Farmers typically sell most leafy greens to shippers through contracts, with prices and quantities agreed before planting, which provides some protection from market fluctuations.

But supply and demand still play a role in determining whether a season is profitable. This year, Vessey & Co. is selling about 20% of its leafy greens on the open market.

Iceberg lettuce from the Imperial and Coachella valleys was selling last week for $11.50 to $12.55 per carton, according to data from the U.S. Department of Agriculture Agricultural Marketing Service. Those rates are not far off prices seen in recent years, but well below the $34 to $37 a carton of lettuce from the region fetched last January after a plant virus devastated lettuce crops farther north.

This year, "Everybody's got great supplies," Vessey said.

Growers said the absence of winter storms in population hubs on the other side of the country was keeping demand steady. "If a blizzard goes through the East Coast, we feel it the next day" in the market for fresh vegetables, Vessey said.

Decades of drought in the Colorado River basin have put a spotlight in recent years on Imperial Valley growers who rely on the river's diminished supplies to provide vegetables for much of the country.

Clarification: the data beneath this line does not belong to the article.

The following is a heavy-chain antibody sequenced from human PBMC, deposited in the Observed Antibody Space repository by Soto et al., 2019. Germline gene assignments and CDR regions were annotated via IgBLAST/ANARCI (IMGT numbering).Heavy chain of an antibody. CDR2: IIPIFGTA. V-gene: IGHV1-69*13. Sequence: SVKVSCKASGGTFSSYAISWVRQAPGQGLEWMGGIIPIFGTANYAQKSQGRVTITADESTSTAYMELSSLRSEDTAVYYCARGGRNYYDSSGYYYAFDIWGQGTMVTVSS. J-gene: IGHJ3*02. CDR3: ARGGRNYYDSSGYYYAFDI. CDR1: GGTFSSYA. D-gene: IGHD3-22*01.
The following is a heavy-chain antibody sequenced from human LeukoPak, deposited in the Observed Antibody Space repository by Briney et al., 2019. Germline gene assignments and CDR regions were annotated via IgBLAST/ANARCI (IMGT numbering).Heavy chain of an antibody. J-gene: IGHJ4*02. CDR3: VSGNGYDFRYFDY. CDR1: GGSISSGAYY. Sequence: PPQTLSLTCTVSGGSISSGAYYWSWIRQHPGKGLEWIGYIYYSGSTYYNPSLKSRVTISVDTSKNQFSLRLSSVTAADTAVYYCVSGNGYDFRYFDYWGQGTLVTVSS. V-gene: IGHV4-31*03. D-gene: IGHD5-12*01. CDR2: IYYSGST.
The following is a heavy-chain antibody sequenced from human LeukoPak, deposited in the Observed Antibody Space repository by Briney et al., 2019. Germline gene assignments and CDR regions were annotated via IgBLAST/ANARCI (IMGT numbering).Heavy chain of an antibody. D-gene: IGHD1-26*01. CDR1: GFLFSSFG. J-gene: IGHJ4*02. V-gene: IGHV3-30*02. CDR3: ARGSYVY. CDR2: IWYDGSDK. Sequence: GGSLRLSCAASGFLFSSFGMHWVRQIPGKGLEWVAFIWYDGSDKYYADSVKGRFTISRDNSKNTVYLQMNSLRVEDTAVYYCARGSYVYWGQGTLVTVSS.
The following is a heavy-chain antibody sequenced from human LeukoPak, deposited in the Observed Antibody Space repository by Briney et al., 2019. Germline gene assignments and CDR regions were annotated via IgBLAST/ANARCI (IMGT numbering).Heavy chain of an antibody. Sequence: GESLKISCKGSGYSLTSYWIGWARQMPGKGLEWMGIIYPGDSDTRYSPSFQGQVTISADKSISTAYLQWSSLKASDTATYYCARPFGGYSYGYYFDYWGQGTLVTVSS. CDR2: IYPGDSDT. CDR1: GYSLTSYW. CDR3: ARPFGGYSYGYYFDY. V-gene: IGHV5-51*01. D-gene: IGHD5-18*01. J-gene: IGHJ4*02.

In December, the Imperial Irrigation District finalized an agreement with the U.S. Bureau of Reclamation to conserve 100,000 acre-feet of water this year to replenish the river.

The water reductions will come from an existing agreement through which Imperial Valley farmers are paid to install water-efficient irrigation systems in exchange for sending a portion of their water allocation to the San Diego County Water Authority. Under the new agreement, instead of going to San Diego, some of that water will remain in Lake Mead.

Another water conservation program called deficit irrigation pays Imperial Valley farmers to keep the irrigation gates on their alfalfa fields closed during the summer, when water use on forage crops is typically highest and yields lowest.

"We'll augment the water savings from the on-farm conservation program with the deficit irrigation," said Mark McBroom, who farms in the Imperial Valley and chairs IID's Agricultural Water Advisory Committee.

Vegetable growers said the region's water conservation obligations were not likely to impact this year's or next year's vegetable production. Many have participated in the on-farm conservation program for years.

Jack said he has shifted most of his lettuce to drip irrigation, a major investment he said has rewarded him with higher yields than standard furrow irrigation while using less water.

"Our yields are through the roof," he said, adding that his fields with drip irrigation were yielding as much as 45% more lettuce per acre than his other fields.

"We're trying to conserve as much water as possible at all times," Vessey said.

Caleb Hampton is an assistant editor of Ag Alert. He may be contacted at [email protected].

This article is used with the permission of the California Farm Bureau Federation.